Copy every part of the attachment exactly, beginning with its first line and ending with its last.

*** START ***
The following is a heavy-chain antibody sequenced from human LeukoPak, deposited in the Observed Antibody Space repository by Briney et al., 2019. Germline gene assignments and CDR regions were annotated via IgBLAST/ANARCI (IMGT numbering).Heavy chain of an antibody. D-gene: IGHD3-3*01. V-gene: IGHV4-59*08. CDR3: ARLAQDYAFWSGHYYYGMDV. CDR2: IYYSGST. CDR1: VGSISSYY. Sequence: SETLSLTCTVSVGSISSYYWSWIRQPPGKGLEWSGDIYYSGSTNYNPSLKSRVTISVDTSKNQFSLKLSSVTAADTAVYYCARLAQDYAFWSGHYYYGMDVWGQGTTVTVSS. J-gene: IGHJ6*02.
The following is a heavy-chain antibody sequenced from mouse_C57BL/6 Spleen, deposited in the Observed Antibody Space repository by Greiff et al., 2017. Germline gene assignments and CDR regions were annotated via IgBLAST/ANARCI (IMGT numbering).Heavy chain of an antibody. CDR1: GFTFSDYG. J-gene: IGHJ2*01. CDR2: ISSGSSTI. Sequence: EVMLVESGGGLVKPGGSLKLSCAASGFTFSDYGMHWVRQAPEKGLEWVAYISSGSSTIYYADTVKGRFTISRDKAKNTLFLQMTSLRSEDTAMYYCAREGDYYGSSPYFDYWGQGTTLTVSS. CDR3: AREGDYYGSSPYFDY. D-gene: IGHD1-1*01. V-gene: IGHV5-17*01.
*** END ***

The following is a heavy-chain antibody sequenced from human LeukoPak, deposited in the Observed Antibody Space repository by Briney et al., 2019. Germline gene assignments and CDR regions were annotated via IgBLAST/ANARCI (IMGT numbering).Heavy chain of an antibody. D-gene: IGHD3-3*01. V-gene: IGHV4-59*08. CDR3: ARLAQDYAFWSGHYYYGMDV. CDR2: IYYSGST. CDR1: VGSISSYY. Sequence: SETLSLTCTVSVGSISSYYWSWIRQPPGKGLEWSGDIYYSGSTNYNPSLKSRVTISVDTSKNQFSLKLSSVTAADTAVYYCARLAQDYAFWSGHYYYGMDVWGQGTTVTVSS. J-gene: IGHJ6*02.
The following is a heavy-chain antibody sequenced from mouse_C57BL/6 Spleen, deposited in the Observed Antibody Space repository by Greiff et al., 2017. Germline gene assignments and CDR regions were annotated via IgBLAST/ANARCI (IMGT numbering).Heavy chain of an antibody. CDR1: GFTFSDYG. J-gene: IGHJ2*01. CDR2: ISSGSSTI. Sequence: EVMLVESGGGLVKPGGSLKLSCAASGFTFSDYGMHWVRQAPEKGLEWVAYISSGSSTIYYADTVKGRFTISRDKAKNTLFLQMTSLRSEDTAMYYCAREGDYYGSSPYFDYWGQGTTLTVSS. CDR3: AREGDYYGSSPYFDY. D-gene: IGHD1-1*01. V-gene: IGHV5-17*01.